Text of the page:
Perhaps when the hon. Member has been in the House a little longer he may understand how Adjournment debates are conducted.
MSC staff, following standing guidance, waited a few days to provide a cooling-off period and then sent about 140 people to the firm for interview, after warning them about the industrial dispute. After interviewing, about 90 were placed. On 28 January the employer informed the jobcentre that all vacancies were filled. Since then. the jobcentre has had no contact with the firm.
All the action taken by the jobcentre in question, and its regional management, was entirely in line with the tried and tested procedures that have governed the employment service's handling of job vacancies during a trade dispute for many years now. It may help if I explain what these procedures are, and what are the principles underlying them.
Jobcentres have a general duty to provide a service for employers and people looking for work. Under the Employment and Training Act 1973 the Manpower Services Commission is charged with an equal responsibility to employers and Job seekers. This means that it must be neutral in all matters relating to the provision of services. This stance must apply to industrial disputes. even though in practice it is difficult for the employment service to appear to all concerned to be acting in a neutral way. If jobcentres service vacancies for an establishment affected by a dispute, unions often take the view that help is being given to the employer. If jobcentres refrain from servicing these vacancies then employers may well complain that the jobcentre is supporting the employees.
The policy is therefore to treat such job vacancies as normally as possible, but with the important distinction that intending applicants are informed that a dispute is in progress so they can decide for themselves whether to apply for employment. If the vacancies have arisen directly because of a withdrawal of labour, action to fill the jobs may be suspended for two days, or longer in exceptional circumstances, to allow a cooling-off period to see whether the dispute may be resolved in the meantime and a confrontation avoided, and to make sure that there are real vacancies on offer rather than just the threat of dismissals as a negotiating ploy. This is exactly what happened with the Senior Colman vacancies at Altrincham jobcentre.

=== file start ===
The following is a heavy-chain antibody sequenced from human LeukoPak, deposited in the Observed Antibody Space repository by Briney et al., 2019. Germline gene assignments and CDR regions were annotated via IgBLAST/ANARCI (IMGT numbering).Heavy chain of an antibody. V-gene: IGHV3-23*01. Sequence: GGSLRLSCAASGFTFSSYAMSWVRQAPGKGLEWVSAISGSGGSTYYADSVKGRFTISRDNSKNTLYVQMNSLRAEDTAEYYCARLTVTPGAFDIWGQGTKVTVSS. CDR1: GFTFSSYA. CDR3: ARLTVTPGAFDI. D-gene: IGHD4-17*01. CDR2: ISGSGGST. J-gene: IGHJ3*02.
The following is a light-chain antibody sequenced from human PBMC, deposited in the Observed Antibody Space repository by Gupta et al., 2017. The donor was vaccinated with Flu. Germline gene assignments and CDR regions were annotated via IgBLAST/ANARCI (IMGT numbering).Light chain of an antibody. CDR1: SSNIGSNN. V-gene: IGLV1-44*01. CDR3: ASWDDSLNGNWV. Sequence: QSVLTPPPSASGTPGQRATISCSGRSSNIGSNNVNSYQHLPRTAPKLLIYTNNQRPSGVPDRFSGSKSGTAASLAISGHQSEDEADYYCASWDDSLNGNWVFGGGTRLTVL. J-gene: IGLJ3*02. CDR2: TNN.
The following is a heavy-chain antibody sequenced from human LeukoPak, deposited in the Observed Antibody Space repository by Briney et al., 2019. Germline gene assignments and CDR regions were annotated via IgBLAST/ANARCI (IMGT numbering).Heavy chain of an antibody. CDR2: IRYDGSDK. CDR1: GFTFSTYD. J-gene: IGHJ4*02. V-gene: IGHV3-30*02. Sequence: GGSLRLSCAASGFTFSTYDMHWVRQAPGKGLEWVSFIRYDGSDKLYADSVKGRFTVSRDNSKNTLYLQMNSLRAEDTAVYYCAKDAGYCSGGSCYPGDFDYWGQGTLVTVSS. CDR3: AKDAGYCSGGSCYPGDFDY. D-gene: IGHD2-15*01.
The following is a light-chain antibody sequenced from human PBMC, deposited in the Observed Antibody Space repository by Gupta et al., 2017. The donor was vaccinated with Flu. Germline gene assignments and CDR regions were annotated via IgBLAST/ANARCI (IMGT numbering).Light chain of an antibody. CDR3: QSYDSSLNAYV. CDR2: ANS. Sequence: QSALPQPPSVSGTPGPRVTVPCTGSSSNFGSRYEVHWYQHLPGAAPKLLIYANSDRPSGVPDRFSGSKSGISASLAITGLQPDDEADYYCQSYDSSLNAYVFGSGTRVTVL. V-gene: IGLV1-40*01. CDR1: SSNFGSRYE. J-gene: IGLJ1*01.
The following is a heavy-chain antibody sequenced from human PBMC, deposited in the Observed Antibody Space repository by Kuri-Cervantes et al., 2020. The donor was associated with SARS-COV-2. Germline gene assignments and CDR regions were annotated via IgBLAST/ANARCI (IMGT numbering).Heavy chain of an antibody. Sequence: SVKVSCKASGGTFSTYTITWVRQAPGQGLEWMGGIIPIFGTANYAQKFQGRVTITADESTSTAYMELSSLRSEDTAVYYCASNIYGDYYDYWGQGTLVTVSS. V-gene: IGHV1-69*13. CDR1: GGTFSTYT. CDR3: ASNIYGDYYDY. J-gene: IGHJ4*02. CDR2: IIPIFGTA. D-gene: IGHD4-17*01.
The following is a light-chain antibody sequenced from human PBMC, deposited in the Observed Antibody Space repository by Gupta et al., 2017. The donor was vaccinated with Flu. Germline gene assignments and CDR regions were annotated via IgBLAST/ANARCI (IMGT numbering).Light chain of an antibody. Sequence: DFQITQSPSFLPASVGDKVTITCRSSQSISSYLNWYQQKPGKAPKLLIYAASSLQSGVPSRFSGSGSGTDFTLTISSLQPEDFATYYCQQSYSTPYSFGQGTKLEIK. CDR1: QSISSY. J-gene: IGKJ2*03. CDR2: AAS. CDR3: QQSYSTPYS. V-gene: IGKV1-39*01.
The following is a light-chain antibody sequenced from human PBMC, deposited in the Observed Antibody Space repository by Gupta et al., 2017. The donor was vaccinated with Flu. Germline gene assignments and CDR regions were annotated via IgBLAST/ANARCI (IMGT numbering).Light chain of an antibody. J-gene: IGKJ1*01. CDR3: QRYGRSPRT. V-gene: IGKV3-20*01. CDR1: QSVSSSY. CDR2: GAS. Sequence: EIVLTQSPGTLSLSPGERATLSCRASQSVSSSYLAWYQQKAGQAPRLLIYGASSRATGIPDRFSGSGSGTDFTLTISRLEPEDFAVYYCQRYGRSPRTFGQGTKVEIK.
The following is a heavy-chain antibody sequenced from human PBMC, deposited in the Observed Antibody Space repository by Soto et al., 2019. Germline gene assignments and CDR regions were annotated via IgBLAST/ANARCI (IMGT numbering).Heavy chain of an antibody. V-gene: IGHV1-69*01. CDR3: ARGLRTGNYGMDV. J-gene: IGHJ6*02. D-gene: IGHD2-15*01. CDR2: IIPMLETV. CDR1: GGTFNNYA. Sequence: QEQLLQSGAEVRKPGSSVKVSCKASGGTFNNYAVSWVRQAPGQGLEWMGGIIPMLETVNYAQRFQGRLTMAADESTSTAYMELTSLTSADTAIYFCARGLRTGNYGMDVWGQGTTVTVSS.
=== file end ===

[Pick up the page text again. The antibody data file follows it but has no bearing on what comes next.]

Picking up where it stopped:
One very important aim of these carefully considered procedures is to try to ensure as far as possible that the Manpower Services Commission does nothing which could be regarded as exacerbating a dispute, or worsening industrial relations within the firm involved. Another important concern is, of course, the practical question of personal risk to job seekers who apply for vacancies and have to cross picket lines. The procedures are designed with these factors very much in mind, and have been looked at again very recently to ensure that we, and the MSC, still regard them as the best way to deal with what can be very delicate situations.
I hope that what I have said will reassure the Member for Blackley that the procedures that the Manpower Services Commission puts into practice in these sorts of circumstances are long-standing, fair and sensible, and that they were operated reasonably in the case of this particular dispute at Senior Colman Ltd.
Let me sum up then what the jobcentre did and why it did it. It was notified of around 100 vacancies in a company where the employer was threatening to dismiss all those who were on strike. The jobcentre staff concerned, following their standing guidance, decided to take no action on the vacancies for a few days, during which ACAS was consulted as to the genuineness of the vacancies and the prospects for a settlement. When it became clear that there—